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The female brigade

By The Assam Tribune
The female brigade
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Women diversified as the pandemic brought life to a standstill, writes SUSHMITA GOSWAMI.

Women worldwide have al­ways risen to the occasion, across generations. Whether she was hunting for food in the prehistoric era, or planting saplings when cultivation of food started, or going out to work in offices to earn the family’s bread and butter. So when the COVID-19 pandemic threw up challenges that the human race has not seen in recorded history, she once again was at the forefront, beating the odds. The unprecedented times resulted in never-seen situations, with the nationwide lockdown being among the most major challenges. From pursuing hobbies in a more professional manner due to avail­able leisure at hand to being forced to put their career graphs on a hold altogether, the pandemic has made many women change their tracks. While many have shifted gears for the better, many have been struggling to adapt to the new roles.

For those working in the hectic corpo­rate world, the pandemic and subsequent lockdown gave some respite, at least in the initial days. When the lockdown presented itself in all its abundance of long hours with no work to fill it with, some ventured into pursuing their passions. Priyambada Nath has a ‘high flying’ job, as her friends would often call it, as she has to fly in her company’s commercial flights to assess the quality of on-air service. With all flights being grounded and the travel industry coming to a standstill, she had barely any work at hand and leisure at her disposal. Deciding to put the time to fruitful use, she took to honing her culinary skills and also put out her recipes in her blog (thelazycookmanual.blogspot.com). Priyambada says, “Those close to me already know my love for cooking. I had registered my own blog many years back, but there was hardly any activity as the office took all my time. But when I suddenly found myself at home, I decided not just to cook up my favourite dishes but also to share the recipes, with my personal twist.” Popular tales or personal anecdotes associated with the dish, supplemented with catchy photos, add to the appeal of the blog for those who may not be inclined to try out the recipes themselves.

While many like Priyambada juggled hobbies with ‘work-from-home’ while still in distant cities, others managed to squeeze permission to actually work from home as they rushed to their hometowns as soon as travelling resumed. Banking sector professionals, Sumi, Namrata and Ruchie, have made Bengaluru their second home for nearly two decades now. But Guwahati always retained their hearts and families, and as soon as they managed to get the nod to travel to their hometowns and continue working from there, they hopped on the first flight home. While Sumi was luckier to celebrate from Durga Puja to New Year’s with her family members after many years, some like Ruchie and Namrata had to content themselves with shorter stays, which were nonetheless as exciting for them.

The homemakers, who live the busiest lives, got even busier during the lockdown period. Limited supplies and never-ending chores kept them on their toes for long hours. However, with the outside world in locked-down mode, it also meant she had a few hours to herself, and many chose to turn entrepreneurs using technology to reach beyond the confines of the house. Shikha Bhattacharyya, like many others, decided to use the time she generally used for shopping or visiting/hosting guests to take up a vocation for herself. Motivated by promos that played on the sidebar while browsing through her social media accounts, she registered herself as a seller for products through an online business platform. Shikha says, “I was contribut­ing in kind to the family, but I always wanted to earn and contribute further to the household. Earlier, running chores, taking the kid to school and back, and making social visits took up the little time I could spare from all my household work. But when some of these activities came to a halt, I decided to reinvent myself.” She started off by taking orders for per­sonal use items from the family and close friends, and as her professionalism won praise, word-of-mouth publicity helped her increase her customer base. “The income is not much. But it’s enough to take care of a few monthly bills, at least. While the lockdown has not been easy for any of us, it did present me the opportunity to seek something beyond the work I was doing,” Shikha adds.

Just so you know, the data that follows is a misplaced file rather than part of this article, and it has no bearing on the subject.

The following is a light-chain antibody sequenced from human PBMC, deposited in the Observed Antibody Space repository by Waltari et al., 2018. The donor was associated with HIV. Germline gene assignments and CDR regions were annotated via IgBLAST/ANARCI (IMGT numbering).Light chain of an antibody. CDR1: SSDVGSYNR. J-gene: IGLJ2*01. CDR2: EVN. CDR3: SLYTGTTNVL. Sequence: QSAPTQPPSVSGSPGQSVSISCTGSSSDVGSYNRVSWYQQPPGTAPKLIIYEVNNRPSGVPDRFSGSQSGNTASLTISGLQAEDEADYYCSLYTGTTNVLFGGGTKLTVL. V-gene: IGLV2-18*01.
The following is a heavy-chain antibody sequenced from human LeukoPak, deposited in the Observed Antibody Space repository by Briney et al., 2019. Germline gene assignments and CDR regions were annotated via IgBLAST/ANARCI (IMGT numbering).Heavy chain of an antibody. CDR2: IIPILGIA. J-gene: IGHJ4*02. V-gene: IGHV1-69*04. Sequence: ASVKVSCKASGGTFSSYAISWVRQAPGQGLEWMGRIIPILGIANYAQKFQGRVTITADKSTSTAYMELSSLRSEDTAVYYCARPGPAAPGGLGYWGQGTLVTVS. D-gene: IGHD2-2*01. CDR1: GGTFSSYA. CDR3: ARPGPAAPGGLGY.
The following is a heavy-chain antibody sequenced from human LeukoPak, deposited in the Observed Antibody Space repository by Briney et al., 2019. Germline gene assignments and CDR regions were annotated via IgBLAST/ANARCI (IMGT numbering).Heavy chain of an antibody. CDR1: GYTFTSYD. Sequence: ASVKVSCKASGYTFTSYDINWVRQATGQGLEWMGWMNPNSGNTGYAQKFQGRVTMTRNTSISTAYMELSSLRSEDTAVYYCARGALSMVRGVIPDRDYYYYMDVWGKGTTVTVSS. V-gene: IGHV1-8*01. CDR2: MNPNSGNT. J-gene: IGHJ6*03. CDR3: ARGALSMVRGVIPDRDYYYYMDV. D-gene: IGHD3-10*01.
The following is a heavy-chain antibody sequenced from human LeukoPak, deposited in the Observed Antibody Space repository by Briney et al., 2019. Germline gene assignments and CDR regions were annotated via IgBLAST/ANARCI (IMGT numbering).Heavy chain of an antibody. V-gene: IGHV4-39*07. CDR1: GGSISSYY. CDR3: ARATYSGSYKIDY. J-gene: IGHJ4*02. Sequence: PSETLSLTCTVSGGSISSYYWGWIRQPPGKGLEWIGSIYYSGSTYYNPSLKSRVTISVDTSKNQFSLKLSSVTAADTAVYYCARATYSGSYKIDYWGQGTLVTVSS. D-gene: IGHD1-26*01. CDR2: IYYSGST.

But it’s not a rosy tale for all. The biggest difficulty women faced during the lockdown, and even today when the ‘old normal’ is yet to return, has been the loss of child-care facilities during the day. After slogging out years at the of­fice desk to achieve a senior position, Simi Borgohain had to leave her job when the crèches and baby-care facilities did not reopen even after offices asked their employees to resume normal office hours. Simi says, “It was a tough decision, but I didn’t have much of a choice. My husband and I sat down to discuss, and the only way to look after our daughter was for me to leave my job.” While the call was tough, she hopes she can take forward from where she has left once things are back to normal.

The ‘new normal’ is here to stay, and the world after the COVID-19 pandemic will be a changed one. Just as her an­cestors had adapted and excelled in the roles that the changing times threw at her, today’s woman too shall strive and shine in the days ahead and continue to be equal partners in the collective narrative of the human race.

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